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Illustration: Axios / Lazaro Gamio

Tech startups aren't the only ones in Silicon Valley that want to be unicorns. More and more VC firms are seeking to raise new funds of at least $1 billion, either for new flagships or growth-focused sidecars.

Why it matters: The last time we saw such a trend was during the dotcom era's waning days.

Why this time it's different:

  • Startups are staying private longer, thus requiring more capital.
  • VCs need deeper pockets to at least avoid major dilution. Even Sequoia Capital has seen its original Airbnb ownership fall from 20% to around 13%, per a source.
  • SoftBank, even though none of these new funds is really seeking to compete with it.
  • There has been intense valuation inflation for venerable tech stocks —yes, even compared to the bubble days — so private valuations are really just following their public market peers.
  • There are viable markets for new tech product (i.e., the startups aren't ahead of consumer and enterprise demand/willingness to try).
  • Increased fund sizes in 2000-2002 were to write bigger checks for the same early-stage strategies, whereas this time it's for complimentary strategies.

Why this time it's the same:

  • Per a longtime LP: "Never get confused. It's almost always a fee grab."
  • Everyone is still judged on comparative returns, so individual funds won't be exorcised for broad-based growth-stage carnage.
  • Fund capital is widely available, in part, because of a reverse denominator effect.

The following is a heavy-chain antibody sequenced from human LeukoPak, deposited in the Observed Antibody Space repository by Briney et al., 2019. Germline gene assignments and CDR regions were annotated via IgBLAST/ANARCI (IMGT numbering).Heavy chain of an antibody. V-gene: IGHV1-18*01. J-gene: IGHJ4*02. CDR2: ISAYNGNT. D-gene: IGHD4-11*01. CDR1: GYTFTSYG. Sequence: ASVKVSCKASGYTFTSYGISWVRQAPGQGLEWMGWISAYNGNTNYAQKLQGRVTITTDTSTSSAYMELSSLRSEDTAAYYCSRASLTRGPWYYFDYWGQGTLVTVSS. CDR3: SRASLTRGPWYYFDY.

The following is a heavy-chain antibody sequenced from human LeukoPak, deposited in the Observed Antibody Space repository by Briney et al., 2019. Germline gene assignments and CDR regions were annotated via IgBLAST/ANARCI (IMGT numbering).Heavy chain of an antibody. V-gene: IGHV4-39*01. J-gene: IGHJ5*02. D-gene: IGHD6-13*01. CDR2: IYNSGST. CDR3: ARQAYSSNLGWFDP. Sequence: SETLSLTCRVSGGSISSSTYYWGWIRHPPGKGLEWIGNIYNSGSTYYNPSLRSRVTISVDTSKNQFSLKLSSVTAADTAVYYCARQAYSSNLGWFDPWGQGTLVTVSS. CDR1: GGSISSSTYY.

• The business just looks so easy right now, which is why so many novices (and corporates) are pushing in.
  • Overcapitalizing startups hasn't become any smarter of an ROI strategy.
  • Fund size tails will wag check size dogs, no matter how often VCs tell themselves they won't.

Bottom line: We won't know who's right for at least five years, if not longer. But for now we do know that the stakes have become much, much higher.

Go deeper

Why migrants are fleeing their homes for the U.S.

Illustration: Eniola Odetunde/Axios Photo: Herika Martinez /Getty Images 

Natural disasters in Central America, economic devastation, gang wars, political oppression, and a new administration are all driving the sharp rise in U.S.-Mexico border crossings — a budding crisis for President Biden.

Why it matters: Migration flows are complex and quickly politicized. Biden's policies are likely sending signals that are encouraging the surge — but that's only a small reason it's happening.

Cities' pandemic struggle to balance homelessness and public safety

Illustration: Sarah Grillo/Axios

Addressing homelessness has taken on new urgency in cities across the country over the past year, as officials grapple with a growing unhoused population and the need to preserve public safety during the coronavirus pandemic.

Why it matters: It’s led to tension when cities move in to clear encampments — often for health and safety reasons — causing some to rethink the role of law enforcement when interacting with people experiencing homelessness.

Biden to sign voting rights order to mark "Bloody Sunday" anniversary

President Biden will sign an executive order today, on the 56th anniversary of "Bloody Sunday," meant to promote voting rights, according to an administration official.

Why it matters: The executive order comes as Democrats face an uphill battle to pass a sweeping election bill meant, in part, to combat a growing number of proposals introduced by Republicans at the state level that would restrict voter access.